Photography in War Zones

After seeing Rwanda in Photographs: Death Then, Life Now I decided to research into current and perhaps older photographers who have photographed war zones, or the aftermath of wars.

The first photographer who came to my mind was and Simon Norfolk who is well known for his photographs of Afghanistan.

After seeing his photographs and comparing them to those that I saw of Rwanda, I realised that his photographs still show that a war was happening but they don’t show the hopelessness or despair or convey as much emotion as those in the Rwanda exhibition.

Another photographer who I thought of is Don McCullin who has been photographing wars for many decades.

Don McCullin’s photographs convey a lot of emotion, I think. The way that he captures his subjects and portrays them doesn’t seem overly sympathetic or as though he felt sorry for them. I think that he was just photographing what he saw, without worrying about if the images would be too graphic or emotional to show people.
In a book about his photography, the author has written about war photography, “There are questions to be asked. Who caused what the picture shows? Who is responsible? Is it excusable? Was it inevitable?  Is there some state of affairs which we’ve accepted up to now that ought to be challenged?”(Delpire, R, Don McCullin, Thames & Hudson, 2007, 5-6). I think that McCullin’s photographs ask us all of these questions and make us think about what is happening in the world around us, in other countries.



The Equivalence of Suffering

Another review that I read was from the same issue of Source magazine (issue number 75).

The Equivalence of Suffering talks about a book and exhibition that chronicles ‘all significant photography of armed conflict and its aftermath from the nineteenth to the twenty-first centuries’. The book is called War/Photography and this title is because ‘it is a book about two very separate activities, but ones which have been drawn and bound together since the latter’s inception’.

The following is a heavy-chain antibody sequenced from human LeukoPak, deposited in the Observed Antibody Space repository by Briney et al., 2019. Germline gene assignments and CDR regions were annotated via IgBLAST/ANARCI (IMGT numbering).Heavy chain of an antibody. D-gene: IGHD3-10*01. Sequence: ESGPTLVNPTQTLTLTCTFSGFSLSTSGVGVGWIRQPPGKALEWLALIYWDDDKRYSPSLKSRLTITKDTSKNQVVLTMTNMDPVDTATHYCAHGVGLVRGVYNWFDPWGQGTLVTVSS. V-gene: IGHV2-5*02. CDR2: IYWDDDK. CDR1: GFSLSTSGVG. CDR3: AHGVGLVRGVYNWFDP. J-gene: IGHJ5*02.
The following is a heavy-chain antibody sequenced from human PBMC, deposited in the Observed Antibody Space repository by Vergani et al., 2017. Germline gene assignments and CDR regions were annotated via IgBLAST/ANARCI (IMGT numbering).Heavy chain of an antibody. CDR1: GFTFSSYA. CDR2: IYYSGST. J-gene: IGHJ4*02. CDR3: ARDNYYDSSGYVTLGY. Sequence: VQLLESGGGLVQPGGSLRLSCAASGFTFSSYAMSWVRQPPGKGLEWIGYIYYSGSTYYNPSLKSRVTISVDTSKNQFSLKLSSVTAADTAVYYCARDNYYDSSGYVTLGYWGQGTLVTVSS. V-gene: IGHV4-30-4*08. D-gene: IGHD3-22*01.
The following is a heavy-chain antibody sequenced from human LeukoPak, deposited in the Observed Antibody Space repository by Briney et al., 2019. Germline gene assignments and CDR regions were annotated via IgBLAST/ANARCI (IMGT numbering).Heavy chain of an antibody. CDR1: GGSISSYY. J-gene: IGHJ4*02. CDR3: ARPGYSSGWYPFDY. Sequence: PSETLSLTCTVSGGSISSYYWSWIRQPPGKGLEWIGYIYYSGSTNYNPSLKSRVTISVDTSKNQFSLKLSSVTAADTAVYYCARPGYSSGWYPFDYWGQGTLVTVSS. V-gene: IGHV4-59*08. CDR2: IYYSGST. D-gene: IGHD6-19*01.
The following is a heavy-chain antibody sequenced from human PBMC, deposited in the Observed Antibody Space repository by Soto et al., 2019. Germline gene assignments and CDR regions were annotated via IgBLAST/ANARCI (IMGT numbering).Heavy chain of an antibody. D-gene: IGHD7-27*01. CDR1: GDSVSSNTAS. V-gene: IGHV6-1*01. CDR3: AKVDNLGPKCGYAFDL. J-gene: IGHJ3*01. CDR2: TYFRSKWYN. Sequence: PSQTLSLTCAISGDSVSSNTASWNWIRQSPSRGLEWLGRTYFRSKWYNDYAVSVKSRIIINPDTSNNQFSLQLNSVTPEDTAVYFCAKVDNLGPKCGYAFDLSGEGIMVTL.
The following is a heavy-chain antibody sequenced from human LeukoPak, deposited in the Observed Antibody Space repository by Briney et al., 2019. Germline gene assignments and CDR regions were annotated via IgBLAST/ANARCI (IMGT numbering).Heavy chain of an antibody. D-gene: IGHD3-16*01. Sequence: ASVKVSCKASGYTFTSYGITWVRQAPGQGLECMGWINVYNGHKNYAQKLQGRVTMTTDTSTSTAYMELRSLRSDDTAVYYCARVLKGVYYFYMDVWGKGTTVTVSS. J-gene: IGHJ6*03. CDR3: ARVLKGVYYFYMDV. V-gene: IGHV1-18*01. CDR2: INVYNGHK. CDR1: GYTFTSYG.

I found this review very educational and interesting to read.  I thought that Jennifer Good’s writing was very engaging and it was a well balanced review. It made me want to see this exhibition or the book, and I think that that is what the author would have wanted.

War photography has never really been something that has interested me, because I find it a little bit wrong to look at photographs of people suffering and/or dying. However, in this review it talks about only one out of six sections in this book being devoted to fighting itself. Instead, it focuses on the other issues that surround war; the things that we don’t imagine soldiers doing.

I decided to do some research into war photography after reading this, in the hope that I would begin to understand the genre a bit more. I looked at work by Zoriah, Simon Norfolk and Don McCullin and began to slightly understand why people take photographs in conflict and war. It’s not about enjoying other people’s suffering or being unemotional about people dying – it’s about informing people about what is happening in the world, and a way of getting people to help if that is what is needed.